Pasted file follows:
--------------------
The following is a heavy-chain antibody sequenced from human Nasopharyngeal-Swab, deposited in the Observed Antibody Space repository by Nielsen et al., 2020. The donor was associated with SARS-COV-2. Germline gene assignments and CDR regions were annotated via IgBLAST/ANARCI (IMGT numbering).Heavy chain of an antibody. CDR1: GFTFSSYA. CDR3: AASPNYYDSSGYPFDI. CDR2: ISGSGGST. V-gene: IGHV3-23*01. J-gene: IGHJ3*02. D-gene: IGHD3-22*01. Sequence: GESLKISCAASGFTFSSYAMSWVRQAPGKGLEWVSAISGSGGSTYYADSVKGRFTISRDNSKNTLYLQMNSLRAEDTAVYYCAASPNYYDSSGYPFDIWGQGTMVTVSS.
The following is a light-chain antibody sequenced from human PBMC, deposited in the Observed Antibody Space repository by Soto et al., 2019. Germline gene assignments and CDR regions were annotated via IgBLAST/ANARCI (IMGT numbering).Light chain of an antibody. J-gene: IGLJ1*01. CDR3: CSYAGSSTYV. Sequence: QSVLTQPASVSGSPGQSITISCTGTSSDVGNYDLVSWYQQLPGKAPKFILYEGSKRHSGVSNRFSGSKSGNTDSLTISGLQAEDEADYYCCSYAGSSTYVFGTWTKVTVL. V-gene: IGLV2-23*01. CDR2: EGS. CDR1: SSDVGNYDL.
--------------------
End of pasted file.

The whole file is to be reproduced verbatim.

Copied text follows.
The following is a heavy-chain antibody sequenced from human Nasopharyngeal-Swab, deposited in the Observed Antibody Space repository by Nielsen et al., 2020. The donor was associated with SARS-COV-2. Germline gene assignments and CDR regions were annotated via IgBLAST/ANARCI (IMGT numbering).Heavy chain of an antibody. CDR1: GFTFSSYA. CDR3: AASPNYYDSSGYPFDI. CDR2: ISGSGGST. V-gene: IGHV3-23*01. J-gene: IGHJ3*02. D-gene: IGHD3-22*01. Sequence: GESLKISCAASGFTFSSYAMSWVRQAPGKGLEWVSAISGSGGSTYYADSVKGRFTISRDNSKNTLYLQMNSLRAEDTAVYYCAASPNYYDSSGYPFDIWGQGTMVTVSS.
The following is a light-chain antibody sequenced from human PBMC, deposited in the Observed Antibody Space repository by Soto et al., 2019. Germline gene assignments and CDR regions were annotated via IgBLAST/ANARCI (IMGT numbering).Light chain of an antibody. J-gene: IGLJ1*01. CDR3: CSYAGSSTYV. Sequence: QSVLTQPASVSGSPGQSITISCTGTSSDVGNYDLVSWYQQLPGKAPKFILYEGSKRHSGVSNRFSGSKSGNTDSLTISGLQAEDEADYYCCSYAGSSTYVFGTWTKVTVL. V-gene: IGLV2-23*01. CDR2: EGS. CDR1: SSDVGNYDL.